The Sony NEX-5 is the smallest interchangeable lens system camera on the market, using a new APS HD CMOS sensor. Is the NEX-5 the new king of 'hybrid' cameras? The What Digital Camera Sony NEX-5 full review takes a look...
Sony NEX-5 review – Features
The very first Sony camera to employ the company’s brand new APS HD CMOS sensor, the 14.2 megapixel NEX-5 looks to be a stills and HD movie powerhouse. Small in size, yet big in features, its compact appearance may confound expectation – with full manual control amidst its Scene and Intelligent Auto shooting modes and Full HD 1080/60i movie capture, it ensures a top-spec of creative control whatever your photographic capability.
A new E-mount, that differs from Sony’s Alpha DSLR range fitting, sees a new range of lenses launched – an 18-55mm f/3.5-5.6, 16mm f/2.8 and 18-200mm f/3.5-6.3 and others expected in the future. Via the LA-EA1 adaptor, sold separately, it will be possible to use Alpha and Konica-Minolta lenses in manual focus only, which could considerably open up the potential for those sat on a range of existing glass.
On the rear is a 3in tilt-angle TruBlack LCD screen, with a high resolution of 921k-dots that sits snugly to the body, most inconspicuous to the fact it can be pulled out for vertical angles facing up for waist-level shots or downwards. A viewfinder, electronic or otherwise, does not feature, though there is the option to purchase a fixed 16mm optical viewfinder as an additional accessory.
The new sensor and Bionz processor are capable of shooting an equivalent ISO from 200-12,800 at full resolution, meaning low-light shooting should be a breeze. Hand-held Twilight mode is another mode to elevate the NEX-5’s low-light prowess that works by snapping six frames in quick succession, combining the various elements for a resulting low-noise image or, for a variety of conditions, there is an Auto HDR mode that combines two frames into one to expose for both shadow and highlights. And strong on the features front the Sweep Panorama – a mode that allows for a panoramic shot to be taken by simply moving the camera in real time – also features.
Sony NEX-5 review – Design
Unlike its peers, which tend to opt for a ‘miniaturised DSLR’ style, the NEX-5 firmly aligns itself with a more compact-like appearance. The body is akin to a small-medium compact with a chunky grip to the right hand side, while the lens at the front adds the most considerable size. Although the pancake lens will keep the overall size down, the current 18-55mm is quite a significant size in order to provide coverage for the large APS HD sensor – so much so that it protrudes ever so slightly above the top side of the body (yet sits flush to the bottom side). The design is likely to divide opinion and, indeed, it’s questionable whether the body ought to be produced at such a small given the upward size of the lenses.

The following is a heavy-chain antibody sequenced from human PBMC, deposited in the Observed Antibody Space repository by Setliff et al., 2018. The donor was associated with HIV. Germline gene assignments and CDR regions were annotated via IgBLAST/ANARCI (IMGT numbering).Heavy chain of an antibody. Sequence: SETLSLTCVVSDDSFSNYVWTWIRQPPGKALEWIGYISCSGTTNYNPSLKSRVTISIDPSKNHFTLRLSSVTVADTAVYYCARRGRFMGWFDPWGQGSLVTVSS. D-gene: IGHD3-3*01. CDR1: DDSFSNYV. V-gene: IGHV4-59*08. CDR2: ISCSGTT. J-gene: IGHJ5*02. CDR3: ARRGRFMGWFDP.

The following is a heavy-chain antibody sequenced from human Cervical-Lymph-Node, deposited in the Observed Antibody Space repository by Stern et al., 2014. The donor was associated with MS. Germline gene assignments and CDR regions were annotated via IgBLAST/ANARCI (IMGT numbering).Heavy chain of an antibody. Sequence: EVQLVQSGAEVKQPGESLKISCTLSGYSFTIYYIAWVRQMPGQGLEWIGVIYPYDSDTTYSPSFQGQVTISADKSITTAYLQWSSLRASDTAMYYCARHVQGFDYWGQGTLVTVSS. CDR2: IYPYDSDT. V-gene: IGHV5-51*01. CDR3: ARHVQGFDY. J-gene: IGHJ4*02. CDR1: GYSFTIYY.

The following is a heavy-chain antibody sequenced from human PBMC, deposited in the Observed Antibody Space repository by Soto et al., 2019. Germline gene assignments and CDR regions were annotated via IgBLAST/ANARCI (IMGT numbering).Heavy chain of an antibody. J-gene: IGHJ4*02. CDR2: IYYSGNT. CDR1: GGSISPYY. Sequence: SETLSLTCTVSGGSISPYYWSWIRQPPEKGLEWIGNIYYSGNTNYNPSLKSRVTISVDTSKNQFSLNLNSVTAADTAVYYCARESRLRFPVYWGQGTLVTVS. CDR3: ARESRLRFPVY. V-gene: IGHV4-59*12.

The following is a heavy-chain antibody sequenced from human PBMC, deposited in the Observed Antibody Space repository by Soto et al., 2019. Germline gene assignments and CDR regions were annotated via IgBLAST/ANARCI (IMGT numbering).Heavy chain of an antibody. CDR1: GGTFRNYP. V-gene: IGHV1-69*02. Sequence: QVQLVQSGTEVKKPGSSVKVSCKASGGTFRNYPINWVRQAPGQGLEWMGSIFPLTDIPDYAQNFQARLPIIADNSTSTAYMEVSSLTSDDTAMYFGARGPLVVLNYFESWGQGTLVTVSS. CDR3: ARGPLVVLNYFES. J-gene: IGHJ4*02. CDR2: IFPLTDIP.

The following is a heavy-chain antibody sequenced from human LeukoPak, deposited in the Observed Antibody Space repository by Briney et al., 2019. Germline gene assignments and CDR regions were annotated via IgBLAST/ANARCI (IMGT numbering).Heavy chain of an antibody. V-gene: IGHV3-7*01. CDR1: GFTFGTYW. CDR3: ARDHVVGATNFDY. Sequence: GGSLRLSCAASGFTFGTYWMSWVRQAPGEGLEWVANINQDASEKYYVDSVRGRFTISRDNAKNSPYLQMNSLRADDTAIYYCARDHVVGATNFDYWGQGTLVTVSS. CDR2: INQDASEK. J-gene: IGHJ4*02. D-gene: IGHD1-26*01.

Instead of a standardised hotshoe fitting, Sony has a particular fitting for its flash unit (which is included in the box). Having the attachable flash is certainly a nice option, though the fuss of screwing it into place is a nuisance, can takes excess time and, with a guide number of 7, it’s not a particularly bright offering either.
In terms of button layout there’s a d-pad to the rear which seconds as a rotational wheel for skipping between options and settings. Two menu buttons sit above and below this, with a one-touch movie button and playback button to the top. Apart from the shutter and on/off switch that’s as far as it goes – much like a compact camera the majority of control depends on accessing interior menu settings. To add yet more settings would on the one hand make quick operation much easier, but on the other ‘undo’ some of the simplicity of use. The general impression is very much that of point and shoot for those looking for significant resulting quality; yet whether seasoned photographer, step-up user or first timer there’s something here for everyone – though the former may perhaps find menu digging for detailed manual control a frustration. One useful menu feature however is the on-screen help which offers descriptive offerings thanks to the NEX’s Help Guide.
Sony NEX-5 review – Performance
The NEX-5 is likely to split opinion in terms of day to day use: it’s a cinch to pick up, point and shoot with great results; however, those hoping for easy-access menus to quickly change settings (as per a DSLR layout) may be disappointed due to the elongated process of changing some options. For example: to change the ISO requires menu access, selecting the correct menu from the six available, scrolling down the ‘Brightness/Color’ listings, selecting the ISO option and then dialing in the value using the rear rotational wheel – this might not be such an issue if the setting would stay ‘in play’ on the rotational wheel for quick adjustment, but it doesn’t, so to continue changing settings requires the repeat lengthy process of menu digging. It’s also not possible to assign options to any sort of function button – a grand omission considering the Help Guide uses up one of the few buttons on the camera’s rear. Yes the Help Guide is useful and yet, once read, digested and understood, any user may then want to re-assign the button for a better use. However, in saying that, should there be the addition of numerous additional buttons and controls the NEX-5 would lose part of its charm – perhaps then a hypothetical ‘NEX-15′ or some such design will fill the gap in the future for those looking to take greater control with more ease.